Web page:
Due to the COVID-19 pandemic, the Veterans’ Expo & Job Fair events for Lebanon County, York County and the Capital Area have been combined and redesigned to serve the community virtually.
Originally planned for separate central Pennsylvania locations this fall, the now-virtual Veterans’ Expo will be available online Sept. 15-30 at www.veteransexpo.com.
Presented by OLP Events, the Veterans’ Expo connects active and retired military members and their families with benefits and resources available to them through local community-service providers, healthcare professionals, VA benefits counselors, VFWs and American Legions.
Exhibitors also include continuing-education opportunities and a broad range of businesses, from home improvement, legal services and finance to retirement living and insurance.
The Job Fair has transitioned to virtual as well and has been widened in scope to include both veterans and the area’s civilian community.
Running concurrently with the Veterans’ Expo, the Jobs717 job fair will be open Sept. 15-30 and can be accessed at www.jobs717.com and is open to jobseekers and employers in or near the 717 area code.
During Jobs717, individuals seeking employment can browse through employer thumbnails and select the companies of their choice to learn more information.
Each employer’s custom page will include their company information, website link, job vacancies, social media links, and contact info so jobseekers can connect one-on-one with company representatives.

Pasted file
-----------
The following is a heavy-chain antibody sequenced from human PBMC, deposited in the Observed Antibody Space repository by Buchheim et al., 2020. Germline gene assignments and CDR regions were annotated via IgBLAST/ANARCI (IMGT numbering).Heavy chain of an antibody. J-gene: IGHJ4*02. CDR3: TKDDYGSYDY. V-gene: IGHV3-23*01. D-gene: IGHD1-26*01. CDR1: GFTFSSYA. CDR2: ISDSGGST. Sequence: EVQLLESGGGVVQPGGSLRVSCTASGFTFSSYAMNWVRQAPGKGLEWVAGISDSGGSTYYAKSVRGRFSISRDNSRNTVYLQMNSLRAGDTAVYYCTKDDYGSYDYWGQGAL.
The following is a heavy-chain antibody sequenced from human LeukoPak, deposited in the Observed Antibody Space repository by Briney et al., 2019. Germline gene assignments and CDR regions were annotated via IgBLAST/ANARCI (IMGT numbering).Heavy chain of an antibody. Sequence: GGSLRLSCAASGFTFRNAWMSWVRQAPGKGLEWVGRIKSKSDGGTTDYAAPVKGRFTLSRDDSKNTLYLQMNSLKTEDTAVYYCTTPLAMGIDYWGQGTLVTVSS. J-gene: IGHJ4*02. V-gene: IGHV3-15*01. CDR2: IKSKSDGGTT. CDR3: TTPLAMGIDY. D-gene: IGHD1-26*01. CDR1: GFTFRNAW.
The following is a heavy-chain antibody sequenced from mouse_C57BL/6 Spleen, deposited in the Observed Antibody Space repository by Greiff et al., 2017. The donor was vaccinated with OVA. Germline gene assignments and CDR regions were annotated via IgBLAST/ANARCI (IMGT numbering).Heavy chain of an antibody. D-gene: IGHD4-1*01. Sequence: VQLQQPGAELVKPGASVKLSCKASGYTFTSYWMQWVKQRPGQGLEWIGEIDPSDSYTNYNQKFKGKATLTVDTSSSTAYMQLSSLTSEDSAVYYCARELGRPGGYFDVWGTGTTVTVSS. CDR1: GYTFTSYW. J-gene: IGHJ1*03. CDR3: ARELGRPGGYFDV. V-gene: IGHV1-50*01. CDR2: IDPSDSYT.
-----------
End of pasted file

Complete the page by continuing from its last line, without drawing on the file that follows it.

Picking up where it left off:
Employers will represent a large range of industries, including construction, management, administrative/clerical, warehouse, sales, customer service, manufacturing, banking, computer tech/IT and others.
Event sponsors include 50plus LIFE; American Legion Department of Pennsylvania; Church & Dwight Co., Inc.; BusinessWoman magazine; Disabled American Veterans; Pennsylvania State Headquarters VFW; and WHTM abc27.
Sponsorship and exhibitor opportunities are still available. For more information, call (717) 285-1350 or email email@example.com.
SOURCE: news release
Breathe Again Counseling Services, LLC and Take Heart Counseling and Equine Assisted Therapy announce this opportunity for veterans who need help, to get help. We are running a therapeutic group starting Thursday September 3rd for 8 weeks. Charlene Shutika will be co-facilitating the two hour long group along with Take Heart’s very own, Dr. David Brant, LPC, PsyD. Dr. Brant’s interest in the veteran population comes not from serving, but from his first hand experiences with the draft for Vietnam. The group will only run for 1.5 hours. The last half hour will be a time to gather around the pavilion and eat a meal together. We will be addressing proper reintegration because being home is harder than being deployed, emotion regulation because emotions were not allowed so we don’t know how to have them, the effects of trauma on the physical body (IBS, pain, the trauma brain), effective communication skills and knowing that you can have an opinion, and whatever else comes up. We will be using the theory of Natural Lifemanship or Trauma-Focused Equine-Assisted-Psychotherapy (TF-EAP) to guide the group through mounted and unmounted activities which have been shown to be beneficial for in the moment experiential learning versus traditional talk therapy alone.
The goal of the group is to build skills to handle the things that get thrown at them in civilian life and a lasting community for those veterans so if they fall on hard times or start to have suicidal thoughts, they have someone they can trust to call. It’s also so that veterans don’t feel alone.